Showing posts from October, 2014

Land of Confusion

Parashat Noach  Rabbi Esther Hugenholtz 
The Land of Confusion 
Over a decade ago, I had a bit of a fight about Torah. It’s normal to have a discussion about a piece of text or an interpretation, but this got slightly more heated. A friend and I were reading Parashat Noach and we got to the story of Migdal Bavel, the Tower of Babel. 
I read the story with fresh eyes, taking the text at its face-value. My ‘psh’at’ (literal) interpretation was that humanity was still unified. There was no war, no bloodshed, no racism and no national distinctions. (After all, humanity got a fresh start after the Flood just a few verses prior). It sounds like a model United Nations, avant-la-lettre. They settled and wanted to build a city with a citadel to prevent them from being scattered across the earth and to establish an honourable reputation for themselves as a united human community. 
I argued that the text betrayed God’s pettiness and judgment. Why decry that people are united and living in peace?…

The Season of Our Joy

Sukkot Sermon 2014 Rabbi Esther Hugenholtz 
The Season of our Joy 
There’s a bit of an urban legend floating around that the Inuit community have over 20 different words for ‘snow’. Of course, peoples are shaped by their historical and geographical experience and whether or not this platitude is true, it does speak to a truism: Arctic peoples must be deeply familiar with the subtleties of ice and snow.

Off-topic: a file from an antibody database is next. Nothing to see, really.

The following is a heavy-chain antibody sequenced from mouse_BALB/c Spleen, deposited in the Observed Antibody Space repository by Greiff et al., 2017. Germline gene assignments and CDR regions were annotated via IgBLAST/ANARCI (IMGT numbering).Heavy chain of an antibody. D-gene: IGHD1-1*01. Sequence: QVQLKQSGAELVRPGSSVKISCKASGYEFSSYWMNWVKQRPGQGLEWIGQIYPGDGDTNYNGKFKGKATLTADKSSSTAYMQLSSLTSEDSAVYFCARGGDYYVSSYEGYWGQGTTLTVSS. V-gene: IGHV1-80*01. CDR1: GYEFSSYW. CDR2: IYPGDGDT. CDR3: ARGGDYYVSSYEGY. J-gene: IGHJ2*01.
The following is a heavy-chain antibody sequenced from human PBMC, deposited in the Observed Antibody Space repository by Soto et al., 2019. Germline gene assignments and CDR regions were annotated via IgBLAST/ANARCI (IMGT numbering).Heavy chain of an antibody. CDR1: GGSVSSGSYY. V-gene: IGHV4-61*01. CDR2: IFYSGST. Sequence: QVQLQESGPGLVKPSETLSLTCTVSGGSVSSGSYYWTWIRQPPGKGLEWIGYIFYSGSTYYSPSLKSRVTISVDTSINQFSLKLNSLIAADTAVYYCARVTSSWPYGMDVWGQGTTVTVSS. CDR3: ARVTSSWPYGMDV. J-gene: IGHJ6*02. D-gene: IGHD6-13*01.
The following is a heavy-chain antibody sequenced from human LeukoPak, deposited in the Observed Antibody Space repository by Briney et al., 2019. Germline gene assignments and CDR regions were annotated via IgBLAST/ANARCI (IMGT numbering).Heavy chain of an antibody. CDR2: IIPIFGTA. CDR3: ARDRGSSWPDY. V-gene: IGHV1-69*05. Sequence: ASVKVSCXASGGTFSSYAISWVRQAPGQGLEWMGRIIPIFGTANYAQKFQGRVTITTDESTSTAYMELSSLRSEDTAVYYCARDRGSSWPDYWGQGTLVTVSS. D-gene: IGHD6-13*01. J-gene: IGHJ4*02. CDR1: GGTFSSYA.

There is a similar urban legend floating around about the Jewish community. Shaped by our historical experience, often fraught with difficulty and sadness, we have come to place a premium on ‘joy’. 
And so, we have many words indicating shades of happiness. We have ‘asher’, which means happy in a blessed or fortunate way: ‘Ashrey ha’ish’ – happy – or fortunate – is the man. We see this a lot in psalms, in particular in psalm 145, the so-called ‘Ashrey’, which has the same root: ‘ashrey yoshvei beteicha…’ – ‘happy are the dwellers in Your house’. We also have ‘rinah’, to ‘shout for …

Yom Kippur Sermon: A Tale of Two Futures